Principal component analysis

1 Intuition

Imagine, that you have a dataset of points. Your goal is to choose orthogonal axes, that describe your data the most informative way. To be precise, we choose first axis in such a way, that maximize the variance (expressiveness) of the projected data. All the following axes have to be orthogonal to the previously chosen ones, while satisfy largest possible variance of the projections.

Let’s take a look at the simple 2d data. We have a set of blue points on the plane. We can easily see that the projections on the first axis (red dots) have maximum variance at the final position of the animation. The second (and the last) axis should be orthogonal to the previous one.

Illustration source

This idea could be used in a variety of ways. For example, it might happen, that projection of complex data on the principal plane (only 2 components) bring you enough intuition for clustering. The picture below plots projection of the labeled dataset onto the first to principal components (PCs), we can clearly see, that only two vectors (these PCs) would be enough to differ Finnish people from Italian in particular dataset (celiac disease (Dubois et al. 2010)) Illustration source

2 Problem

The first component should be defined in order to maximize variance. Suppose, we’ve already normalized the data, i.e. \sum\limits_i a_i = 0, then sample variance will become the sum of all squared projections of data points to our vector {\mathbf{w}}_{(1)}, which implies the following optimization problem:

\mathbf{w}_{(1)}={\underset {\Vert {\mathbf{w}}\Vert =1}{\operatorname{\arg \,max}}}\,\left\{\sum _{i}\left({\mathbf{a}}^{\top}_{(i)}\cdot {\mathbf{w}}\right)^{2}\right\}


\mathbf{w}_{(1)}={\underset {\Vert \mathbf{w} \Vert =1}{\operatorname{\arg \,max} }}\,\{\Vert \mathbf{Aw} \Vert ^{2}\}={\underset {\Vert \mathbf{w} \Vert =1}{\operatorname{\arg \,max} }}\,\left\{\mathbf{w}^{\top}\mathbf{A^{\top}} \mathbf{Aw} \right\}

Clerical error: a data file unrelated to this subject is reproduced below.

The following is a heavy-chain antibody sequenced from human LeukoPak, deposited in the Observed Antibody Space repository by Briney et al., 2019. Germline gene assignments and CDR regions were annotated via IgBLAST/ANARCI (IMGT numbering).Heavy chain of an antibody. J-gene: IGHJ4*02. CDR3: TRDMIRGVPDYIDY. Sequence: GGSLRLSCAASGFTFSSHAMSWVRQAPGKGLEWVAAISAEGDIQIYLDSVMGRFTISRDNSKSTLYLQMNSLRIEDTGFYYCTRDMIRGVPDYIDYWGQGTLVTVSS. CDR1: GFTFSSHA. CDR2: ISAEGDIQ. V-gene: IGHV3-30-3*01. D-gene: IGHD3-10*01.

since we are looking for the unit vector, we can reformulate the problem:

\mathbf{w} _{(1)}={\operatorname{\arg \,max} }\,\left\{ \frac{\mathbf{w}^{\top}\mathbf{A^{\top}} \mathbf{Aw} }{\mathbf{w}^{\top}\mathbf{w} }\right\}

It is known, that for positive semidefinite matrix A^\top A such vector is nothing else, but eigenvector of A^\top A, which corresponds to the largest eigenvalue. The following components will give you the same results (eigenvectors).

So, we can conclude, that the following mapping:

\underset{n \times k}{\Pi} = \underset{n \times d}{A} \cdot \underset{d \times k}{W}

describes the projection of data onto the k principal components, where W contains first (by the size of eigenvalues) k eigenvectors of A^\top A.

Now we’ll briefly derive how SVD decomposition could lead us to the PCA.

Firstly, we write down SVD decomposition of our matrix:

A = U \Sigma W^\top

and to its transpose:

\begin{align*} A^\top &= (U \Sigma W^\top)^\top \\ &= (W^\top)^\top \Sigma^\top U^\top \\ &= W \Sigma^\top U^\top \\ &= W \Sigma U^\top \end{align*}

Then, consider matrix A A^\top:

\begin{align*} A^\top A &= (W \Sigma U^\top)(U \Sigma V^\top) \\ &= W \Sigma I \Sigma W^\top \\ &= W \Sigma \Sigma W^\top \\ &= W \Sigma^2 W^\top \end{align*}

Which corresponds to the eigendecomposition of matrix A^\top A, where W stands for the matrix of eigenvectors of A^\top A, while \Sigma^2 contains eigenvalues of A^\top A.

At the end:

\begin{align*} \Pi &= A \cdot W =\\ &= U \Sigma W^\top W = U \Sigma \end{align*}

The latter formula provide us with easy way to compute PCA via SVD with any number of principal components:

\Pi_r = U_r \Sigma_r

3 Examples

3.1 🌼 Iris dataset

Consider the classical Iris dataset



We have the dataset matrix A \in \mathbb{R}^{150 \times 4}



4 Code

Open In Colab{: .btn }